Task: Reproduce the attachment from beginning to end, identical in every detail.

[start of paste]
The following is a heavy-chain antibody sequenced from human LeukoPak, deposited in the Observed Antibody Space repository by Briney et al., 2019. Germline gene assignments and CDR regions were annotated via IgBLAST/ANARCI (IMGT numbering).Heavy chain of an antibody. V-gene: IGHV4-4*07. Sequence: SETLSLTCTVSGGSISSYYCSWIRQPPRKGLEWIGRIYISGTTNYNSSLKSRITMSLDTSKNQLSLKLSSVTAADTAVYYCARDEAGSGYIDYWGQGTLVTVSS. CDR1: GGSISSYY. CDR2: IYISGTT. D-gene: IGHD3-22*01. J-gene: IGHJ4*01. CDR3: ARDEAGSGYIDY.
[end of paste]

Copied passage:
The following is a heavy-chain antibody sequenced from human LeukoPak, deposited in the Observed Antibody Space repository by Briney et al., 2019. Germline gene assignments and CDR regions were annotated via IgBLAST/ANARCI (IMGT numbering).Heavy chain of an antibody. V-gene: IGHV4-4*07. Sequence: SETLSLTCTVSGGSISSYYCSWIRQPPRKGLEWIGRIYISGTTNYNSSLKSRITMSLDTSKNQLSLKLSSVTAADTAVYYCARDEAGSGYIDYWGQGTLVTVSS. CDR1: GGSISSYY. CDR2: IYISGTT. D-gene: IGHD3-22*01. J-gene: IGHJ4*01. CDR3: ARDEAGSGYIDY.